Drs. Christine Cho and Michihiko Goto, Division of Infectious Diseases, have published a rare case in a recent issue of New England Journal of Medicine. The “Images in Clinical Medicine” report outlines the presentation, diagnosis, and successful treatment of a patient with spinal brucellosis.
First author (and recent addition to the faculty) Dr. Cho explained that this case was particularly instructive, not only because brucellosis is a rare diagnosis in the United States, but because the presumptive diagnosis of tuberculosis fit initial findings. The patient regularly traveled to Mexico, presented with symptoms associated with tuberculosis, and radiographic findings initially pointed to this diagnosis. However, the patient had no history or known exposure to Mycobacterium tuberculosis.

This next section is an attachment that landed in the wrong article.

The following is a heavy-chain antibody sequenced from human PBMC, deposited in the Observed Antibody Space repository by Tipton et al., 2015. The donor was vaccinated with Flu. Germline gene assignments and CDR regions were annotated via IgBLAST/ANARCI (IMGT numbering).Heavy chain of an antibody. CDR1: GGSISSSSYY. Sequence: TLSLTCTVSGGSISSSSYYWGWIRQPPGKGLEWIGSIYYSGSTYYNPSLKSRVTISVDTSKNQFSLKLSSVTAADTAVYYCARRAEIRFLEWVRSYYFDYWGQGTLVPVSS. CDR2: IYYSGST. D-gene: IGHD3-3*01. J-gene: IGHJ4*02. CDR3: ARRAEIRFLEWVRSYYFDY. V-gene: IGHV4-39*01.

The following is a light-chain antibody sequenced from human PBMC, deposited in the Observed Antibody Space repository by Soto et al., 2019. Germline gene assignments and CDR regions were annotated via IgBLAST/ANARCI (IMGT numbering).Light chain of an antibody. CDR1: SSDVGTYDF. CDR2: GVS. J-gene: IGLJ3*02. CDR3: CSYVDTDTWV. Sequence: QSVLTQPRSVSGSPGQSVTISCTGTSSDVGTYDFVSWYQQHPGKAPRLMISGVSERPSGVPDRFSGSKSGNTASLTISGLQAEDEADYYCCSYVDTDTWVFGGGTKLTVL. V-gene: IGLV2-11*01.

“Given the broad differential diagnosis, we obtained blood and tissue samples, which grew Brucella,” Dr. Cho said. This was a surprising finding that made more sense in light of the patient’s statements that he occasionally consumed unpasteurized dairy products. Dr. Cho believes “forming the differential diagnosis and then running the appropriate diagnostic evaluation were key to this patient’s definitive diagnosis.”
Senior author Dr. Goto believes this case also highlights the value of educational methods he found useful when he first entered medicine. “In this era of competitive academic environments, we too often overlook the importance of very basic and intuitive ways to learn medicine: educational case vignettes and impressive representations of them.”